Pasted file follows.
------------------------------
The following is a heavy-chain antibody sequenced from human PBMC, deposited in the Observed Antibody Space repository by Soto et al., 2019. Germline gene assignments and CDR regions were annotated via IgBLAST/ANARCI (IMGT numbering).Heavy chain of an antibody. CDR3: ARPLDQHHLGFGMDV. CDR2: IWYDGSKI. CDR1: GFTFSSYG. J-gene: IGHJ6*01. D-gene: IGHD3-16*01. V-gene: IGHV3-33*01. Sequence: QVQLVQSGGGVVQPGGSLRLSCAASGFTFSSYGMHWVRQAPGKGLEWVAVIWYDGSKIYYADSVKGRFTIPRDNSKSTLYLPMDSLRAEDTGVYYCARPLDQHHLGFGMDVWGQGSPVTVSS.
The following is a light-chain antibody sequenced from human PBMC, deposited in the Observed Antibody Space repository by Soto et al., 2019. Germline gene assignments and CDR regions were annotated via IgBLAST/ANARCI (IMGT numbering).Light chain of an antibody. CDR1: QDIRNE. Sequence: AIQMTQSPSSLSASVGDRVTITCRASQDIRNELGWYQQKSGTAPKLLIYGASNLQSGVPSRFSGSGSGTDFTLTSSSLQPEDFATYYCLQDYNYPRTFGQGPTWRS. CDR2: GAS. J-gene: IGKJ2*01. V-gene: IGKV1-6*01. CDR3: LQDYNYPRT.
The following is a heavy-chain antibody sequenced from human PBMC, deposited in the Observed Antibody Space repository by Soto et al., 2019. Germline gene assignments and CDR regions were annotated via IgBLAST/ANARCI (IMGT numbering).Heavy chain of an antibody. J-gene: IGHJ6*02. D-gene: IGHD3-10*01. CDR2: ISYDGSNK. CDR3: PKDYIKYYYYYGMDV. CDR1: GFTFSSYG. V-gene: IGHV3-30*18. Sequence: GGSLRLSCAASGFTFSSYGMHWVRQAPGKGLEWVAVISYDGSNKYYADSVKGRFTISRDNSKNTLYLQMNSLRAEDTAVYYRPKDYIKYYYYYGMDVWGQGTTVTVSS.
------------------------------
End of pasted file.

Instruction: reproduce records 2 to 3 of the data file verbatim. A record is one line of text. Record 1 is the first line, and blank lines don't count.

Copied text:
The following is a light-chain antibody sequenced from human PBMC, deposited in the Observed Antibody Space repository by Soto et al., 2019. Germline gene assignments and CDR regions were annotated via IgBLAST/ANARCI (IMGT numbering).Light chain of an antibody. CDR1: QDIRNE. Sequence: AIQMTQSPSSLSASVGDRVTITCRASQDIRNELGWYQQKSGTAPKLLIYGASNLQSGVPSRFSGSGSGTDFTLTSSSLQPEDFATYYCLQDYNYPRTFGQGPTWRS. CDR2: GAS. J-gene: IGKJ2*01. V-gene: IGKV1-6*01. CDR3: LQDYNYPRT.
The following is a heavy-chain antibody sequenced from human PBMC, deposited in the Observed Antibody Space repository by Soto et al., 2019. Germline gene assignments and CDR regions were annotated via IgBLAST/ANARCI (IMGT numbering).Heavy chain of an antibody. J-gene: IGHJ6*02. D-gene: IGHD3-10*01. CDR2: ISYDGSNK. CDR3: PKDYIKYYYYYGMDV. CDR1: GFTFSSYG. V-gene: IGHV3-30*18. Sequence: GGSLRLSCAASGFTFSSYGMHWVRQAPGKGLEWVAVISYDGSNKYYADSVKGRFTISRDNSKNTLYLQMNSLRAEDTAVYYRPKDYIKYYYYYGMDVWGQGTTVTVSS.